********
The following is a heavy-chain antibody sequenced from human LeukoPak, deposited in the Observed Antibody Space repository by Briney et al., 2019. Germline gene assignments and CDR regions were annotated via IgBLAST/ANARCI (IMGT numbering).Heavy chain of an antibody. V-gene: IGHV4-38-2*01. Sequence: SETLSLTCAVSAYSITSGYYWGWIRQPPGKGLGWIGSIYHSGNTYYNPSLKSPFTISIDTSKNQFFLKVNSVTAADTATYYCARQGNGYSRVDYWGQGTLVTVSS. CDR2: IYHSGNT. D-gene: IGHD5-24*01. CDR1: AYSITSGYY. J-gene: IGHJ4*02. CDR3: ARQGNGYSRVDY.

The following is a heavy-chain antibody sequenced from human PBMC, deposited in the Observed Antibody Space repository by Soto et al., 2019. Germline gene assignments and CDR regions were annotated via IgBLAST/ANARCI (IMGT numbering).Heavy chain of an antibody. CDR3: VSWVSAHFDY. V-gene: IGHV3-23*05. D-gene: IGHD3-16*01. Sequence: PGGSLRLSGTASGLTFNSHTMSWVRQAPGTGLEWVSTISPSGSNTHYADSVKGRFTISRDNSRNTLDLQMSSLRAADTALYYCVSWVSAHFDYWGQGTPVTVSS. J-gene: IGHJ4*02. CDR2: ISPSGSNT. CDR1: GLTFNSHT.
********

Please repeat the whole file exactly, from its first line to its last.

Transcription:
The following is a heavy-chain antibody sequenced from human LeukoPak, deposited in the Observed Antibody Space repository by Briney et al., 2019. Germline gene assignments and CDR regions were annotated via IgBLAST/ANARCI (IMGT numbering).Heavy chain of an antibody. V-gene: IGHV4-38-2*01. Sequence: SETLSLTCAVSAYSITSGYYWGWIRQPPGKGLGWIGSIYHSGNTYYNPSLKSPFTISIDTSKNQFFLKVNSVTAADTATYYCARQGNGYSRVDYWGQGTLVTVSS. CDR2: IYHSGNT. D-gene: IGHD5-24*01. CDR1: AYSITSGYY. J-gene: IGHJ4*02. CDR3: ARQGNGYSRVDY.

The following is a heavy-chain antibody sequenced from human PBMC, deposited in the Observed Antibody Space repository by Soto et al., 2019. Germline gene assignments and CDR regions were annotated via IgBLAST/ANARCI (IMGT numbering).Heavy chain of an antibody. CDR3: VSWVSAHFDY. V-gene: IGHV3-23*05. D-gene: IGHD3-16*01. Sequence: PGGSLRLSGTASGLTFNSHTMSWVRQAPGTGLEWVSTISPSGSNTHYADSVKGRFTISRDNSRNTLDLQMSSLRAADTALYYCVSWVSAHFDYWGQGTPVTVSS. J-gene: IGHJ4*02. CDR2: ISPSGSNT. CDR1: GLTFNSHT.